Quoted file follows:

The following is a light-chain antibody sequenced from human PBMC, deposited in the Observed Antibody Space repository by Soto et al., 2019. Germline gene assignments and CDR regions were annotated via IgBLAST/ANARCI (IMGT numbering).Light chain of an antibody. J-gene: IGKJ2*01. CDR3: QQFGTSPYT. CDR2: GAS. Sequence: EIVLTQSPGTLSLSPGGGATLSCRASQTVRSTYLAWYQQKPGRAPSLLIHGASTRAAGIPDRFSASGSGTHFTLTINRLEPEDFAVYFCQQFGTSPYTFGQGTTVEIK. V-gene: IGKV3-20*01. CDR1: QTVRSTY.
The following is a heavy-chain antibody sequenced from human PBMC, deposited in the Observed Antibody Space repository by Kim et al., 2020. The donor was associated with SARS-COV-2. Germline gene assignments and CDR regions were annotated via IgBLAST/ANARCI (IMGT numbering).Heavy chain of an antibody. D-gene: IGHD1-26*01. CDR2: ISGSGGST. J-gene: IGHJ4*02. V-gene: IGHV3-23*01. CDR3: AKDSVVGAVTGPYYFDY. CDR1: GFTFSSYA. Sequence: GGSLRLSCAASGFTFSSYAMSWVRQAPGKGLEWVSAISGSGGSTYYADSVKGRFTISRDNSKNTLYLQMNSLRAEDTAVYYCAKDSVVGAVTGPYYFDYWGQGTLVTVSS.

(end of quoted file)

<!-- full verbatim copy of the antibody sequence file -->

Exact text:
The following is a light-chain antibody sequenced from human PBMC, deposited in the Observed Antibody Space repository by Soto et al., 2019. Germline gene assignments and CDR regions were annotated via IgBLAST/ANARCI (IMGT numbering).Light chain of an antibody. J-gene: IGKJ2*01. CDR3: QQFGTSPYT. CDR2: GAS. Sequence: EIVLTQSPGTLSLSPGGGATLSCRASQTVRSTYLAWYQQKPGRAPSLLIHGASTRAAGIPDRFSASGSGTHFTLTINRLEPEDFAVYFCQQFGTSPYTFGQGTTVEIK. V-gene: IGKV3-20*01. CDR1: QTVRSTY.
The following is a heavy-chain antibody sequenced from human PBMC, deposited in the Observed Antibody Space repository by Kim et al., 2020. The donor was associated with SARS-COV-2. Germline gene assignments and CDR regions were annotated via IgBLAST/ANARCI (IMGT numbering).Heavy chain of an antibody. D-gene: IGHD1-26*01. CDR2: ISGSGGST. J-gene: IGHJ4*02. V-gene: IGHV3-23*01. CDR3: AKDSVVGAVTGPYYFDY. CDR1: GFTFSSYA. Sequence: GGSLRLSCAASGFTFSSYAMSWVRQAPGKGLEWVSAISGSGGSTYYADSVKGRFTISRDNSKNTLYLQMNSLRAEDTAVYYCAKDSVVGAVTGPYYFDYWGQGTLVTVSS.